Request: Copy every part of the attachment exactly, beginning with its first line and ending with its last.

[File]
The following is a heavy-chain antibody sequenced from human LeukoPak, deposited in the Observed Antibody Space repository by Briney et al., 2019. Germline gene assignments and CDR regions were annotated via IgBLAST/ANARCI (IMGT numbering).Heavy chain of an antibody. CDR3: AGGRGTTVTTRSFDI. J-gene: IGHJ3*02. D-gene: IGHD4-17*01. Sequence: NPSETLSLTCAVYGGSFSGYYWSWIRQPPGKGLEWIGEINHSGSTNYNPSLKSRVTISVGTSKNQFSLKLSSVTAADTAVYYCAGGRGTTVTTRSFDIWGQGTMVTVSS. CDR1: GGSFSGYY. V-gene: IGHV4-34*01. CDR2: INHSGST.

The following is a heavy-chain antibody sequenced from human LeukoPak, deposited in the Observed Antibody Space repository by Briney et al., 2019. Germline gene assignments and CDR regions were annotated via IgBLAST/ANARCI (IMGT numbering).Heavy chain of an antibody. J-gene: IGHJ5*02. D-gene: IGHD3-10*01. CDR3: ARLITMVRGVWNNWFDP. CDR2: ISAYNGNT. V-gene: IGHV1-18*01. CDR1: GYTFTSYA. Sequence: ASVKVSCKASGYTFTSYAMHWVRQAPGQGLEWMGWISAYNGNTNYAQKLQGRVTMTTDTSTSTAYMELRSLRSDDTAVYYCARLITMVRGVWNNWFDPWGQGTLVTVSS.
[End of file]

The following is a heavy-chain antibody sequenced from human LeukoPak, deposited in the Observed Antibody Space repository by Briney et al., 2019. Germline gene assignments and CDR regions were annotated via IgBLAST/ANARCI (IMGT numbering).Heavy chain of an antibody. CDR3: AGGRGTTVTTRSFDI. J-gene: IGHJ3*02. D-gene: IGHD4-17*01. Sequence: NPSETLSLTCAVYGGSFSGYYWSWIRQPPGKGLEWIGEINHSGSTNYNPSLKSRVTISVGTSKNQFSLKLSSVTAADTAVYYCAGGRGTTVTTRSFDIWGQGTMVTVSS. CDR1: GGSFSGYY. V-gene: IGHV4-34*01. CDR2: INHSGST.

The following is a heavy-chain antibody sequenced from human LeukoPak, deposited in the Observed Antibody Space repository by Briney et al., 2019. Germline gene assignments and CDR regions were annotated via IgBLAST/ANARCI (IMGT numbering).Heavy chain of an antibody. J-gene: IGHJ5*02. D-gene: IGHD3-10*01. CDR3: ARLITMVRGVWNNWFDP. CDR2: ISAYNGNT. V-gene: IGHV1-18*01. CDR1: GYTFTSYA. Sequence: ASVKVSCKASGYTFTSYAMHWVRQAPGQGLEWMGWISAYNGNTNYAQKLQGRVTMTTDTSTSTAYMELRSLRSDDTAVYYCARLITMVRGVWNNWFDPWGQGTLVTVSS.